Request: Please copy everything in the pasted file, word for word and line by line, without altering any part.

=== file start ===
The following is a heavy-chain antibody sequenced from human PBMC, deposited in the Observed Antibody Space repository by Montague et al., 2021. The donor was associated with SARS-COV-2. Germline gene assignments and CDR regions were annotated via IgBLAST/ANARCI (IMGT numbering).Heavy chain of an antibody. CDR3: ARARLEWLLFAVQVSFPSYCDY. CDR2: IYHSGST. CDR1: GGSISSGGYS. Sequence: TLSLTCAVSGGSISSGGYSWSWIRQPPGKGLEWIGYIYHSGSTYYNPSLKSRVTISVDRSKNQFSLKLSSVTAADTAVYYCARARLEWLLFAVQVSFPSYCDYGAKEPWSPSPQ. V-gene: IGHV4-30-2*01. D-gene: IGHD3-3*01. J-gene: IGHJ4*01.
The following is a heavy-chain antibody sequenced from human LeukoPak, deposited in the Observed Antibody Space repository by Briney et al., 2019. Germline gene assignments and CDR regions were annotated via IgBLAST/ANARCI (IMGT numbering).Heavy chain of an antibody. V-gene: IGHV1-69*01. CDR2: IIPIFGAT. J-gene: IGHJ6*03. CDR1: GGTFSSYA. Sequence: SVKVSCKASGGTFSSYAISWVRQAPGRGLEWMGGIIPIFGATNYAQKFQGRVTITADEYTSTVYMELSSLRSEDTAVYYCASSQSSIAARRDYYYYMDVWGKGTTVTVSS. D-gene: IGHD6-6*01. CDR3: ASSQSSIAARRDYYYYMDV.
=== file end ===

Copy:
The following is a heavy-chain antibody sequenced from human PBMC, deposited in the Observed Antibody Space repository by Montague et al., 2021. The donor was associated with SARS-COV-2. Germline gene assignments and CDR regions were annotated via IgBLAST/ANARCI (IMGT numbering).Heavy chain of an antibody. CDR3: ARARLEWLLFAVQVSFPSYCDY. CDR2: IYHSGST. CDR1: GGSISSGGYS. Sequence: TLSLTCAVSGGSISSGGYSWSWIRQPPGKGLEWIGYIYHSGSTYYNPSLKSRVTISVDRSKNQFSLKLSSVTAADTAVYYCARARLEWLLFAVQVSFPSYCDYGAKEPWSPSPQ. V-gene: IGHV4-30-2*01. D-gene: IGHD3-3*01. J-gene: IGHJ4*01.
The following is a heavy-chain antibody sequenced from human LeukoPak, deposited in the Observed Antibody Space repository by Briney et al., 2019. Germline gene assignments and CDR regions were annotated via IgBLAST/ANARCI (IMGT numbering).Heavy chain of an antibody. V-gene: IGHV1-69*01. CDR2: IIPIFGAT. J-gene: IGHJ6*03. CDR1: GGTFSSYA. Sequence: SVKVSCKASGGTFSSYAISWVRQAPGRGLEWMGGIIPIFGATNYAQKFQGRVTITADEYTSTVYMELSSLRSEDTAVYYCASSQSSIAARRDYYYYMDVWGKGTTVTVSS. D-gene: IGHD6-6*01. CDR3: ASSQSSIAARRDYYYYMDV.